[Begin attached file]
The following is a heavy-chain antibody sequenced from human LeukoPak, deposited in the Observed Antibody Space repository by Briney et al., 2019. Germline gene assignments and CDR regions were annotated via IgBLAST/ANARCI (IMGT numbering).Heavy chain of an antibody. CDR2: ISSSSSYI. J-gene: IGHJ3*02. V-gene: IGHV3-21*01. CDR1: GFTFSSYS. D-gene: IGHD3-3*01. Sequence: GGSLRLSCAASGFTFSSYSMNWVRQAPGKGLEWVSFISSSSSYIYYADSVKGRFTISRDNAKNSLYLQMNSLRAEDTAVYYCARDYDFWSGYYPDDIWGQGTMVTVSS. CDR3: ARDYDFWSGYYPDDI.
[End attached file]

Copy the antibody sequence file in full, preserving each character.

The following is a heavy-chain antibody sequenced from human LeukoPak, deposited in the Observed Antibody Space repository by Briney et al., 2019. Germline gene assignments and CDR regions were annotated via IgBLAST/ANARCI (IMGT numbering).Heavy chain of an antibody. CDR2: ISSSSSYI. J-gene: IGHJ3*02. V-gene: IGHV3-21*01. CDR1: GFTFSSYS. D-gene: IGHD3-3*01. Sequence: GGSLRLSCAASGFTFSSYSMNWVRQAPGKGLEWVSFISSSSSYIYYADSVKGRFTISRDNAKNSLYLQMNSLRAEDTAVYYCARDYDFWSGYYPDDIWGQGTMVTVSS. CDR3: ARDYDFWSGYYPDDI.